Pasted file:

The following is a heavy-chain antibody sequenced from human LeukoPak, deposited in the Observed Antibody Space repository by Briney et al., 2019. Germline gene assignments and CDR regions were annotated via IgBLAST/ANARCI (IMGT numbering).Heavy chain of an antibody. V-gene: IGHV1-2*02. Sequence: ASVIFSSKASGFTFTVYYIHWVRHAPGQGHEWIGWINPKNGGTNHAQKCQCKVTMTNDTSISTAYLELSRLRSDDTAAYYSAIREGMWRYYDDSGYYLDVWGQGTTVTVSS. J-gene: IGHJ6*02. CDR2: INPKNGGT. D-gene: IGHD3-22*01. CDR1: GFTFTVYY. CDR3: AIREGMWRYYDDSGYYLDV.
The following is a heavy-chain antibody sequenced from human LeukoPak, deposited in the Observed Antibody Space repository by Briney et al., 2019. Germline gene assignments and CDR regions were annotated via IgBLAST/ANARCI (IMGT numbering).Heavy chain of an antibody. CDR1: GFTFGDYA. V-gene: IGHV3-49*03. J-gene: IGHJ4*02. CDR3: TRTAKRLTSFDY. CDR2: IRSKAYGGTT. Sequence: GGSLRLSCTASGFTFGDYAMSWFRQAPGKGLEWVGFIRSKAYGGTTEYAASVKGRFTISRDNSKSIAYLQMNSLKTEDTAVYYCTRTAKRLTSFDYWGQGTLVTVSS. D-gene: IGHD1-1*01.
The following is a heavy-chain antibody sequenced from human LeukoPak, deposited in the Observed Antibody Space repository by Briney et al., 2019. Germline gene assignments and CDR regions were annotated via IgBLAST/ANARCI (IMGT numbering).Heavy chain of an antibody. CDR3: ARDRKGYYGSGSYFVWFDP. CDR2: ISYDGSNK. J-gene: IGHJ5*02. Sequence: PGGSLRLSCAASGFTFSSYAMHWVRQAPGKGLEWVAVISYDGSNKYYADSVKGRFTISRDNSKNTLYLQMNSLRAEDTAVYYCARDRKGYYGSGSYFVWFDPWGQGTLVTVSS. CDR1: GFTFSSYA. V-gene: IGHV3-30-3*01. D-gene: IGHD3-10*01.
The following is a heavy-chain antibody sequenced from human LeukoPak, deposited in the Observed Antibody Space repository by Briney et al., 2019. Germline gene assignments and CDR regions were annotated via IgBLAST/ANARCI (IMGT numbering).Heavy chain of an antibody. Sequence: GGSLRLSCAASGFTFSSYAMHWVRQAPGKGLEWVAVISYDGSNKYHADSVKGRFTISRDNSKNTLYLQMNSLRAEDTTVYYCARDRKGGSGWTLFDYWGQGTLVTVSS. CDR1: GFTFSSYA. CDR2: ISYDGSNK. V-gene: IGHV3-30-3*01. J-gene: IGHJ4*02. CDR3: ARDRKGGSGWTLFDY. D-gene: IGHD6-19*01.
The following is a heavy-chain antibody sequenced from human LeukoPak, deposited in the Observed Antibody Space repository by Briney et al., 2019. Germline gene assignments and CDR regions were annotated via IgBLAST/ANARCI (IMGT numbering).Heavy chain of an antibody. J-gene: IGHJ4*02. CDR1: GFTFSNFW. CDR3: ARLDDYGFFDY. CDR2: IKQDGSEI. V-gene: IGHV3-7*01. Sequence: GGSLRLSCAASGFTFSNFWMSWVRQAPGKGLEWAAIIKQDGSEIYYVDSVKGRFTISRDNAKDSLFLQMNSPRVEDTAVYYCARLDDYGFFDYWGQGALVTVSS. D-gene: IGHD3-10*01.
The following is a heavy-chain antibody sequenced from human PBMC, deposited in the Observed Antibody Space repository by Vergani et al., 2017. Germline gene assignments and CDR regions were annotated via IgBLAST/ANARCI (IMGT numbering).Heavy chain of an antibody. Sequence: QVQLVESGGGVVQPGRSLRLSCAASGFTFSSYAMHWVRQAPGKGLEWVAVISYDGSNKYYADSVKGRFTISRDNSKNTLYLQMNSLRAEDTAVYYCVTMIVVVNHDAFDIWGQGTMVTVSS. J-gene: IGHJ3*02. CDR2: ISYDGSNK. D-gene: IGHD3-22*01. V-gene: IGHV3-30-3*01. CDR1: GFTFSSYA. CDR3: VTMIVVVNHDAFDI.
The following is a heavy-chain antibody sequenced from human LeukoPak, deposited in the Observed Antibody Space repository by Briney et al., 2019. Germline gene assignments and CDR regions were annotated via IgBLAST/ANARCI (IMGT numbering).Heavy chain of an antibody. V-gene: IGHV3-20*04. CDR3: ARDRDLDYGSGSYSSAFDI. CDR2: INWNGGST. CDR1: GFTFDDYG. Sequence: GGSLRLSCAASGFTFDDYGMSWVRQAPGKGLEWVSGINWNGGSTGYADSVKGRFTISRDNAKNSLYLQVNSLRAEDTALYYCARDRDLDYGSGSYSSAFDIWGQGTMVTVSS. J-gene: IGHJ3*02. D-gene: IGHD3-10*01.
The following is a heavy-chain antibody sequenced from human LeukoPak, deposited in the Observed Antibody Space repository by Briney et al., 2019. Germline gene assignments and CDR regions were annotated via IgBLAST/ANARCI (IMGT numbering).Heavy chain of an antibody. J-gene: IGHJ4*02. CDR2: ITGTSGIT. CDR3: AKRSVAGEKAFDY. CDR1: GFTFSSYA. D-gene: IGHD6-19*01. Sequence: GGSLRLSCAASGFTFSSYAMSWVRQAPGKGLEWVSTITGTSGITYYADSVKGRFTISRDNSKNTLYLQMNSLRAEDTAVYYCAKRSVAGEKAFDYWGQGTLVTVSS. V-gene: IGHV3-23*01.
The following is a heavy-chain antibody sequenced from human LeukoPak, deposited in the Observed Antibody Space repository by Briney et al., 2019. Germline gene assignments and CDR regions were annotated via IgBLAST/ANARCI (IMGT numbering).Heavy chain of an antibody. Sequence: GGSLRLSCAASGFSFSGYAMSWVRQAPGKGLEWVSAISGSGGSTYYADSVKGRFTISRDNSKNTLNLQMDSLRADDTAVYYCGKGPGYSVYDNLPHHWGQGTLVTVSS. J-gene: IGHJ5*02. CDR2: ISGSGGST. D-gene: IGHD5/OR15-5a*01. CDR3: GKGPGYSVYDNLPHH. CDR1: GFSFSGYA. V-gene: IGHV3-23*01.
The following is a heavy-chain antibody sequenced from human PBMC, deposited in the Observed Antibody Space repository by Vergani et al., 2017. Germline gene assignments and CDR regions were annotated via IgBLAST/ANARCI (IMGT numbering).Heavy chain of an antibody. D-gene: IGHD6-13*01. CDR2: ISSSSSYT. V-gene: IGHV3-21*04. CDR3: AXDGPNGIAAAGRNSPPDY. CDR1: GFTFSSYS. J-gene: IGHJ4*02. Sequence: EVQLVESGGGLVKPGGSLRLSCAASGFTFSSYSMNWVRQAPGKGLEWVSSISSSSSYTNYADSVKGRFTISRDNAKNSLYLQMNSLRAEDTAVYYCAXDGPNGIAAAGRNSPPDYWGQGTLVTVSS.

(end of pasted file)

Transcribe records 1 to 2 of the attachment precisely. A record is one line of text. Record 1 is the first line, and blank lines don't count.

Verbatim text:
The following is a heavy-chain antibody sequenced from human LeukoPak, deposited in the Observed Antibody Space repository by Briney et al., 2019. Germline gene assignments and CDR regions were annotated via IgBLAST/ANARCI (IMGT numbering).Heavy chain of an antibody. V-gene: IGHV1-2*02. Sequence: ASVIFSSKASGFTFTVYYIHWVRHAPGQGHEWIGWINPKNGGTNHAQKCQCKVTMTNDTSISTAYLELSRLRSDDTAAYYSAIREGMWRYYDDSGYYLDVWGQGTTVTVSS. J-gene: IGHJ6*02. CDR2: INPKNGGT. D-gene: IGHD3-22*01. CDR1: GFTFTVYY. CDR3: AIREGMWRYYDDSGYYLDV.
The following is a heavy-chain antibody sequenced from human LeukoPak, deposited in the Observed Antibody Space repository by Briney et al., 2019. Germline gene assignments and CDR regions were annotated via IgBLAST/ANARCI (IMGT numbering).Heavy chain of an antibody. CDR1: GFTFGDYA. V-gene: IGHV3-49*03. J-gene: IGHJ4*02. CDR3: TRTAKRLTSFDY. CDR2: IRSKAYGGTT. Sequence: GGSLRLSCTASGFTFGDYAMSWFRQAPGKGLEWVGFIRSKAYGGTTEYAASVKGRFTISRDNSKSIAYLQMNSLKTEDTAVYYCTRTAKRLTSFDYWGQGTLVTVSS. D-gene: IGHD1-1*01.